Some Western Feminists come out in favor of female genital mutilation. It’s about cultural sensitivity and respecting Muslim fundamentalists’ clitoris-phobia.

If you start off with the wrong axioms, your logical reasoning will lead you to the strangest places.

So for many post-modern feminists it’s ok to hack off female organs. It’s culture.

There is growing attention to female genital mutilation. Ayaan Hirsi Ali and other Muslim (and Ex-Muslim) feminists are trying to abolish the practice. Egypt banned the practice for instance.

This precedes Islam in many areas, so it’s not entirely fair to link it to Islam, per se. It just overlaps with the religion and the two reinforce each other. Muslim Fundamentalists don’t approve of the clitoris.

Do reformers find help from the West? No. Many Western Feminists actively oppose reforms.

Academia’s fixation on cultural sensitivity is changing the debate around female genital mutilation, with a growing number of professors and women’s rights activists becoming hesitant to condemn the practice.

Where feminists rallied against the operation from the pages of Ms. magazine in the 1970s, today’s critics are infinitely more cautious, with most suggesting that the Western world butt out until Muslim African communities are ready to reconsider what they are doing to their daughters.

Ah, here’s the issue. Feminism is a structuralist theory – so basically it’s wrong. But more seriously, it has a set of axioms about the structure of relationships in the world. For a number of reasons, academic feminism is strongly associated with post-modernism and post-colonialism.

Feminists link their structuralist problem with the structuralist problems of colonialism. Sandra Harding and others claim that the struggle of women against men is the same as the African governments against Europeans, and so forth. It’s more complicated in its idiocy of course, but all structuralist theories are.

So here is the prime example of how condescending academic feminists are to third world women. If you aren’t familiar with FGM by now:

This can involve the removal of both the clitoris and inner labia with crude instruments such as razors. The entire vagina is then sewn up with thread, or fastened with thorns.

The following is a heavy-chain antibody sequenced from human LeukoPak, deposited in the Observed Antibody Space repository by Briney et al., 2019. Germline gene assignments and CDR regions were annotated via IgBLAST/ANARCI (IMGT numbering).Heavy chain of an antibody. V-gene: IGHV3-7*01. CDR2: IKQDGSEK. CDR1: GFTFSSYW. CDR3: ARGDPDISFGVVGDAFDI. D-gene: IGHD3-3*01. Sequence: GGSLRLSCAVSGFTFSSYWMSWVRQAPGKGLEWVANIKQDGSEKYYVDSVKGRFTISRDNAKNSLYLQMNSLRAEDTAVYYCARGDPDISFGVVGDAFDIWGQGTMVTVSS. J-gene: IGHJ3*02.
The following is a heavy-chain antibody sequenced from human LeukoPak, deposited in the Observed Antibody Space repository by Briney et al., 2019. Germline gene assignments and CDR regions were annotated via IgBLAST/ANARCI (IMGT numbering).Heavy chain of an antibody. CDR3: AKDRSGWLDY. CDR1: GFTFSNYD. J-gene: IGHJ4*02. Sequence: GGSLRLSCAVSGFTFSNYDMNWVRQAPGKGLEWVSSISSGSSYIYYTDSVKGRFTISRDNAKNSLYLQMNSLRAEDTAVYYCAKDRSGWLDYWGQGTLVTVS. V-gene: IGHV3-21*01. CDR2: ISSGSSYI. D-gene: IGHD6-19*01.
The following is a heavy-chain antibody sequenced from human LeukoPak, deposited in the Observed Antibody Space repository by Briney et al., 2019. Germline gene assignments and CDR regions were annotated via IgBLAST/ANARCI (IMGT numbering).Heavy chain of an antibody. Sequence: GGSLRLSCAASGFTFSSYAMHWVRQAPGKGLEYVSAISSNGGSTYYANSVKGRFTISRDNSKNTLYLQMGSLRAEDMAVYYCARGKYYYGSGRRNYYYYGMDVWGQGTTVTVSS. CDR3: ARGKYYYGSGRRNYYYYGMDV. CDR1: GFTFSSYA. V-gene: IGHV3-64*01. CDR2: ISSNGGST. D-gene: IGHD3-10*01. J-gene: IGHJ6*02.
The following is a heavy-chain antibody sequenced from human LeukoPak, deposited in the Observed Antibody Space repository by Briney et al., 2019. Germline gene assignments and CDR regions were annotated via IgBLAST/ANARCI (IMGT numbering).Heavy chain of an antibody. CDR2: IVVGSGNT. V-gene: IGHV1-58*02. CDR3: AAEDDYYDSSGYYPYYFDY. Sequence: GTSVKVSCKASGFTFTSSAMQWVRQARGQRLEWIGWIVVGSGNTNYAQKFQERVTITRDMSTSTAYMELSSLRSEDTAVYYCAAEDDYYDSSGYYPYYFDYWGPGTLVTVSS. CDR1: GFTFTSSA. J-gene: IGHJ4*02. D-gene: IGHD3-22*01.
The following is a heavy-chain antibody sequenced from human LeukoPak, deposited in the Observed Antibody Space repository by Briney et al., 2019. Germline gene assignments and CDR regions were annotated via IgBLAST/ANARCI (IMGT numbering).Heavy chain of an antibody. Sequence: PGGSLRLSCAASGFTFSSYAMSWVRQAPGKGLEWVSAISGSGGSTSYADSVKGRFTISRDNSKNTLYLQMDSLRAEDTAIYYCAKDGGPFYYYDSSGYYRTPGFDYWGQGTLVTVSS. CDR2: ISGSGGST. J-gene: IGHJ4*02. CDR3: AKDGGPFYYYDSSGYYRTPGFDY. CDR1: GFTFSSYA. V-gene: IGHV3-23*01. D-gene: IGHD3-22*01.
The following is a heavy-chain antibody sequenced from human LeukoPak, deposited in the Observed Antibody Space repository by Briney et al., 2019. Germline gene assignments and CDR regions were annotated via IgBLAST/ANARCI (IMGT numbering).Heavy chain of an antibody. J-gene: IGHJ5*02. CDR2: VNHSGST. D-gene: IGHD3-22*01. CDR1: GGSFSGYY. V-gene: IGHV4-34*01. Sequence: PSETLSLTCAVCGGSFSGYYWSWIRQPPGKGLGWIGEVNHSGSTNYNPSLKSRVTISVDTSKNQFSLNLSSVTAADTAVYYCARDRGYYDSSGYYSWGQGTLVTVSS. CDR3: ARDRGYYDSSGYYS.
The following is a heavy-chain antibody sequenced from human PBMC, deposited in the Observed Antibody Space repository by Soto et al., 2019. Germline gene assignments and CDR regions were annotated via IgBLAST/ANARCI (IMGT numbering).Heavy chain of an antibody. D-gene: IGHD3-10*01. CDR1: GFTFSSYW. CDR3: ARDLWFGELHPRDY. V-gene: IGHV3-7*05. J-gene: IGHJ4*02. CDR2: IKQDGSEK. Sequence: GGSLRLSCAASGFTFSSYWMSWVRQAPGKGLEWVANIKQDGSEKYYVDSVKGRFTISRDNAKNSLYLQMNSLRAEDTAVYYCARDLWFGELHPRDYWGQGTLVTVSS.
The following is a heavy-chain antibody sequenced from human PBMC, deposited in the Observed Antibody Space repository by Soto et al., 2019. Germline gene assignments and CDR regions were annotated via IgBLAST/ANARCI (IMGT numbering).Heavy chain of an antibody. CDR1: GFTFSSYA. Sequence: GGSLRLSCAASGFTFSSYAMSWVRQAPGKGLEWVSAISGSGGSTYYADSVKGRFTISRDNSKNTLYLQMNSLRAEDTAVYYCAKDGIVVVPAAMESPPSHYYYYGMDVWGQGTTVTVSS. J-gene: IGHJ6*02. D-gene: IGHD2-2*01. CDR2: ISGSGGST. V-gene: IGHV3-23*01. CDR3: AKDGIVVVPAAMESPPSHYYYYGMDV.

In this way, a woman’s virginity — considered especially important by Muslim men–can be proven before her father is paid the bride price.

Ah yes, I cannot wait to see a sewn up thorny vagina on my wedding night.

“There are good reasons within the society for the operation to continue, but these are cultural reasons. They are not scientific ones,” says Prof. Boddy, author of Civilizing Women: British Crusades in Colonial Sudan.

Prof Boddy, of course, opposes the British colonial efforts to “civilize” the Sudanese. The axioms are simple. It starts off with the axiom that all cultures are equal. Colonialism tries to change native cultures, you see, so everything associated with colonialism is bad.

This included British attempts to outlaw FGM and slavery in the early 20th century. The British never had full control over Sudan so could not implement their imperial reforms to the extent they desired.

Sudan today has FGM and slavery.

To a degree, she also aligns feminists who are ardently opposed to the operation with British imperialists.

Today, Prof. Boddy says, the battle cry is human rights. Back then, it was colonial notions of civilizing the other.

Indeed. Sudan needs more imperialism. And apparently real feminism.

“The cultural context in which this practice takes place supports the idea of enclosing the body against harm,” she writes in her book. The social body is closed against intrusion from the outside by marriages between relatives. People marry cousins … The kinship system is quite closed. That image of the defensive society, the defensive social body, is carried over into this idea of defending the physical body.

“The idea of closing the womb, which is the most precious organ of the female body, is very highly supported by other kinds of practices.”

I can’t respond to cultural drivel. How about this? There is no such thing as culture. It’s just the conditioned behavior of apes.